Jenn Bennett makes it so easy to fall in love with her novel. From the writing that immediately draws you into the story and keeps you engaged and invested throughout. To the characters you can’t help but adore. To the wildly entertaining interactions between Bailey and Porter. To the lighter moments that include a case of mistaken identity, a museum heist, an embarrassing family tradition, an unhealthy love affair with churros. To the serious moments that include heartache, the end of a friendship, family tragedies, loss. And to the notable film quotes at the beginning of each chapter that hint at what is to come.
ALEX, APPROXIMATELY is an enchanting and enduring story, told from Bailey’s point of view and through her messaging with Alex, that spans the course of a summer with just a glimpse beyond. It offers substance and depth coupled with romance and humor. It has an easy flow that will make the pages fly. It is an insanely good read that is a definite must.
I loved that even though this contemporary focuses on Bailey falling in love for the first time, it also gave the protagonist an important character arc that revolved around her alone. A traumatic past experience has caused Bailey to retreat into herself and as a result, she isn’t always good at forming new relationships. She’s used to compartmentalizing and this tendency to keep parts of her life separate makes it hard for her to open up to new people. Her online relationship with Alex that mostly revolves around their love of old Hollywood classics is only one facet to who she is and although I would have like to have seen more of this relationship, I think it was important to give Bailey’s real life relationship with Porter more of the spotlight. It is through this relationship that Bailey is forced to confront her propensity to bail when things get tough and though it’s a slow process, she does end up understanding that running away is the worst possible way to deal with her problems.
Porter was a really sweet love interest for Bailey. At first he does come across as a real jerk and though I don’t think this was really necessary, it thankfully doesn’t last long because it would have been really hard to root for this relationship if Porter had continually antagonized Bailey. I appreciated that Bailey wasn’t the only one hesitant about their relationship. Porter’s last serious relationship didn’t end well. These trust issues made him more relatable when he could have very easily been a cliché love interest. Several of his interpersonal relationships play vital roles in the story which gave him added depth.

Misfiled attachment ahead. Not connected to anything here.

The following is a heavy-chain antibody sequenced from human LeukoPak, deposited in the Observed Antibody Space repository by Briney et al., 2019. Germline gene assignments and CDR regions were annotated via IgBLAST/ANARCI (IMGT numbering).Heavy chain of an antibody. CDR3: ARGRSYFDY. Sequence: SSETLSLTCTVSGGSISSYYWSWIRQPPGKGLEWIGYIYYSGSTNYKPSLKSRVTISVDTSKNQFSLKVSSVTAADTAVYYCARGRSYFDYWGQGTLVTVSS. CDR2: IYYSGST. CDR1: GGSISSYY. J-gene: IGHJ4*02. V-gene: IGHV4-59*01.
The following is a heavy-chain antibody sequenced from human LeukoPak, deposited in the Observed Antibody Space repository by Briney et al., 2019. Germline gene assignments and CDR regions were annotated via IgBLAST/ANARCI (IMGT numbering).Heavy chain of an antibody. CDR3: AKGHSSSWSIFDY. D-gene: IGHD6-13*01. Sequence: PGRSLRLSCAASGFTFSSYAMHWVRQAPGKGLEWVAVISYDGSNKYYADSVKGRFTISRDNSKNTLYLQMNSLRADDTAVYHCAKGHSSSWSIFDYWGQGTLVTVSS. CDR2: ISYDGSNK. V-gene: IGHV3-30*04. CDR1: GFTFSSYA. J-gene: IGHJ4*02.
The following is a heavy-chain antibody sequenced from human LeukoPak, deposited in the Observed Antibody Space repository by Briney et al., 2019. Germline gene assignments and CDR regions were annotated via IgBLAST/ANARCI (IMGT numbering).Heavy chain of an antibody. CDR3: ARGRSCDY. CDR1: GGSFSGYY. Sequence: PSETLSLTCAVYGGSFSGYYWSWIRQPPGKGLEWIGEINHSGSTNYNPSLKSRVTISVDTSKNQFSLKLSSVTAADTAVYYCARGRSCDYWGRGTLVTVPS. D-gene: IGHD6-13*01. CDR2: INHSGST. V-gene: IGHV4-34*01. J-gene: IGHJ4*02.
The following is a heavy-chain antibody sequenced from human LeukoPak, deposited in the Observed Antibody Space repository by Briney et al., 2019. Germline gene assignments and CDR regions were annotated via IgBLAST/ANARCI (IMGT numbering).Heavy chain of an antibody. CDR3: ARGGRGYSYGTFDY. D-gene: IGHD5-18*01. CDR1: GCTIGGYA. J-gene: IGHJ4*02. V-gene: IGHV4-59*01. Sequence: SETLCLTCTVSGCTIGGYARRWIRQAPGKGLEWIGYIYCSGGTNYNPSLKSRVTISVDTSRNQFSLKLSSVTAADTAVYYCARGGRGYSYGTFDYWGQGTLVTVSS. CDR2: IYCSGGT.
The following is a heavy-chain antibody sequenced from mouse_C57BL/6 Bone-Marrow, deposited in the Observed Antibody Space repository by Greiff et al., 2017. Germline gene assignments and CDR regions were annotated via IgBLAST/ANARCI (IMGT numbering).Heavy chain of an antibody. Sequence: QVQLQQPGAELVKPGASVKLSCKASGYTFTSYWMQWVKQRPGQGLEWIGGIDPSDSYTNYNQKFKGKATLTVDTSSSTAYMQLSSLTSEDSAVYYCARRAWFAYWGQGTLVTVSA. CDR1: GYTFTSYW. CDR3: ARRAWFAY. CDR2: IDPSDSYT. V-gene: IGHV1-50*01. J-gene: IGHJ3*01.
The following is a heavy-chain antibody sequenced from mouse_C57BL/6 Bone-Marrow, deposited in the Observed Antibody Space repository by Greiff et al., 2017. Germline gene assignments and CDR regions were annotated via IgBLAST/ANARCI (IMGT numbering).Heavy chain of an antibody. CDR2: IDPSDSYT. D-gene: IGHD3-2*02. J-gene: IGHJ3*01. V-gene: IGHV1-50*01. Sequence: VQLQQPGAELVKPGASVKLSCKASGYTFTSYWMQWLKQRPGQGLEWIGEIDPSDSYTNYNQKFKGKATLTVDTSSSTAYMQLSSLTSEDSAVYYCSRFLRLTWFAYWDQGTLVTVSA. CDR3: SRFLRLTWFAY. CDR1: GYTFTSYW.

The book does have some shortcomings. If you read the synopsis, the main plot twist isn’t meant to be concealed from the reader. I went into the novel knowing important information the characters didn’t. I thought the author would play with the idea of mistaken identity more, so was kind of disappointed that the identity of Bailey’s online friend really wasn’t much of a factor until the very end of the book. I also found it really hard to wrap my brain around Bailey’s mom’s complete absence. There is absolutely no contact between the two of them during the entire duration of the novel and although we’ve given a semi-convincing reason as to why at the end, I still found it hard to believe. I feel that this relationship was a missed opportunity. Part of the reason behind Bailey’s attitude toward conflict stems from what she’s learned from her mother, so it would have been interesting to actually explore this relationship rather than be told about it.
Bennett does a wonderful job of capturing those new, exciting feelings that come with your first serious relationship. I also appreciated that the author allows her characters to make mistakes and learn from these experiences. If you’re looking for a summer read that will have you swooning and agonizing over the ending Alex, Approximately is the one for you.